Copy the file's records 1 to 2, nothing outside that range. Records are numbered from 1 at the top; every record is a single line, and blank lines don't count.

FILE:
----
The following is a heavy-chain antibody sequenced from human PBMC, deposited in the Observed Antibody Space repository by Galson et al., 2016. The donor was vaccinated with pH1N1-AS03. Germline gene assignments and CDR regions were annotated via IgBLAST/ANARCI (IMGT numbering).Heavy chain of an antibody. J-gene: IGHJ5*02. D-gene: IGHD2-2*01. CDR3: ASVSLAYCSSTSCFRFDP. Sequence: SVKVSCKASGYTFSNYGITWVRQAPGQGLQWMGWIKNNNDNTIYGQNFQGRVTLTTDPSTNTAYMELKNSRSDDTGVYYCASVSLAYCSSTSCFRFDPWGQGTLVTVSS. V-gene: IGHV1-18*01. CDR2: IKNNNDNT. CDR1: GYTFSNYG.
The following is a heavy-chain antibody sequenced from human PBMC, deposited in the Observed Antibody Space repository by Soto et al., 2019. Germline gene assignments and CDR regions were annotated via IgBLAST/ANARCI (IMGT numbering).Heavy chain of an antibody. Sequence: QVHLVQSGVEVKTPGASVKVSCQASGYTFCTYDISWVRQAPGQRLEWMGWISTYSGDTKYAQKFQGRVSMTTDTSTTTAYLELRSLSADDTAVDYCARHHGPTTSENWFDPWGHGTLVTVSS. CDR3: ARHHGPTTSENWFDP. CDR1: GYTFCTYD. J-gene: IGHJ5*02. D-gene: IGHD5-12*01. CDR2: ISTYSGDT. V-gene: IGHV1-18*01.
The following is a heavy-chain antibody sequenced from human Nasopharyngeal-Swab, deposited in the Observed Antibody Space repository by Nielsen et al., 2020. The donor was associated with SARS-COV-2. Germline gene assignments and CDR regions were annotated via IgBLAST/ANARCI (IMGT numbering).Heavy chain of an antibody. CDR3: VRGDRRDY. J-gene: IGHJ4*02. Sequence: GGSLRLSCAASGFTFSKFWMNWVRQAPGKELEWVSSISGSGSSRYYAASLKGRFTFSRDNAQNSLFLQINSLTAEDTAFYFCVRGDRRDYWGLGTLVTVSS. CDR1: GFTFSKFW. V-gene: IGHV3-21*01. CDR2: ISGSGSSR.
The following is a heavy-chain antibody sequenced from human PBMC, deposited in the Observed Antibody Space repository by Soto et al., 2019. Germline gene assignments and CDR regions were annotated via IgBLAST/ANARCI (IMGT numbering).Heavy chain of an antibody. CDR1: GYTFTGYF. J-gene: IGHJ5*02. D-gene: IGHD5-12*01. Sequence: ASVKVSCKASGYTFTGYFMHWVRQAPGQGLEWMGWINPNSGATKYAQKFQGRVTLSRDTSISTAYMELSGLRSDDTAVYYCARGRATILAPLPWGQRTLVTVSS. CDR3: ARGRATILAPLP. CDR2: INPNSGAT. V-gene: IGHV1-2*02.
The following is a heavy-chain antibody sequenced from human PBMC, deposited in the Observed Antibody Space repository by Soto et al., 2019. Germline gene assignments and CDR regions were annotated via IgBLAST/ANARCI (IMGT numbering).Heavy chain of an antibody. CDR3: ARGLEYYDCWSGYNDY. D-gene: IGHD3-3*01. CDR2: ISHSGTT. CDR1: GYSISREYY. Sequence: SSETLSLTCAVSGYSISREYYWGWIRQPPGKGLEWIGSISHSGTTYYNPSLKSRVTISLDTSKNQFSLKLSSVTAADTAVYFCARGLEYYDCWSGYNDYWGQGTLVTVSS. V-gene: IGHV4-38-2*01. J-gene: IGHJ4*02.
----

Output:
The following is a heavy-chain antibody sequenced from human PBMC, deposited in the Observed Antibody Space repository by Galson et al., 2016. The donor was vaccinated with pH1N1-AS03. Germline gene assignments and CDR regions were annotated via IgBLAST/ANARCI (IMGT numbering).Heavy chain of an antibody. J-gene: IGHJ5*02. D-gene: IGHD2-2*01. CDR3: ASVSLAYCSSTSCFRFDP. Sequence: SVKVSCKASGYTFSNYGITWVRQAPGQGLQWMGWIKNNNDNTIYGQNFQGRVTLTTDPSTNTAYMELKNSRSDDTGVYYCASVSLAYCSSTSCFRFDPWGQGTLVTVSS. V-gene: IGHV1-18*01. CDR2: IKNNNDNT. CDR1: GYTFSNYG.
The following is a heavy-chain antibody sequenced from human PBMC, deposited in the Observed Antibody Space repository by Soto et al., 2019. Germline gene assignments and CDR regions were annotated via IgBLAST/ANARCI (IMGT numbering).Heavy chain of an antibody. Sequence: QVHLVQSGVEVKTPGASVKVSCQASGYTFCTYDISWVRQAPGQRLEWMGWISTYSGDTKYAQKFQGRVSMTTDTSTTTAYLELRSLSADDTAVDYCARHHGPTTSENWFDPWGHGTLVTVSS. CDR3: ARHHGPTTSENWFDP. CDR1: GYTFCTYD. J-gene: IGHJ5*02. D-gene: IGHD5-12*01. CDR2: ISTYSGDT. V-gene: IGHV1-18*01.